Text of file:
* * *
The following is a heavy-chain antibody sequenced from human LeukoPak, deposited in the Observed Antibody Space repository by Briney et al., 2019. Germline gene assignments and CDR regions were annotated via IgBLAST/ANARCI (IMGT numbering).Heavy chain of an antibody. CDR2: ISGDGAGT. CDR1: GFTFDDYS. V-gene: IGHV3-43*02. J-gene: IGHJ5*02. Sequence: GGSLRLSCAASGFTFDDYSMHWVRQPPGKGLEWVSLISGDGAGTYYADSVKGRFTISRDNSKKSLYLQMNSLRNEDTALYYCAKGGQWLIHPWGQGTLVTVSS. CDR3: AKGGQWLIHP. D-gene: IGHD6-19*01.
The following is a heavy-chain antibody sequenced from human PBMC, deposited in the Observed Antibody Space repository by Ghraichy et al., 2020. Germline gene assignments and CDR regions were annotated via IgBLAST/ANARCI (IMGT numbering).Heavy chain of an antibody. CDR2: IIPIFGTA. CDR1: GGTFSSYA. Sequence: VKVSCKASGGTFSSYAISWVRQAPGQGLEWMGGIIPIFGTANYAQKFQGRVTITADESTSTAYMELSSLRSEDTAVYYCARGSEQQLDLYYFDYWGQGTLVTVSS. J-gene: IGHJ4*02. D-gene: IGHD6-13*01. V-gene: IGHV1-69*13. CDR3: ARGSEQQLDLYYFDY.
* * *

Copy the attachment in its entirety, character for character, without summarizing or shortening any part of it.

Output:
The following is a heavy-chain antibody sequenced from human LeukoPak, deposited in the Observed Antibody Space repository by Briney et al., 2019. Germline gene assignments and CDR regions were annotated via IgBLAST/ANARCI (IMGT numbering).Heavy chain of an antibody. CDR2: ISGDGAGT. CDR1: GFTFDDYS. V-gene: IGHV3-43*02. J-gene: IGHJ5*02. Sequence: GGSLRLSCAASGFTFDDYSMHWVRQPPGKGLEWVSLISGDGAGTYYADSVKGRFTISRDNSKKSLYLQMNSLRNEDTALYYCAKGGQWLIHPWGQGTLVTVSS. CDR3: AKGGQWLIHP. D-gene: IGHD6-19*01.
The following is a heavy-chain antibody sequenced from human PBMC, deposited in the Observed Antibody Space repository by Ghraichy et al., 2020. Germline gene assignments and CDR regions were annotated via IgBLAST/ANARCI (IMGT numbering).Heavy chain of an antibody. CDR2: IIPIFGTA. CDR1: GGTFSSYA. Sequence: VKVSCKASGGTFSSYAISWVRQAPGQGLEWMGGIIPIFGTANYAQKFQGRVTITADESTSTAYMELSSLRSEDTAVYYCARGSEQQLDLYYFDYWGQGTLVTVSS. J-gene: IGHJ4*02. D-gene: IGHD6-13*01. V-gene: IGHV1-69*13. CDR3: ARGSEQQLDLYYFDY.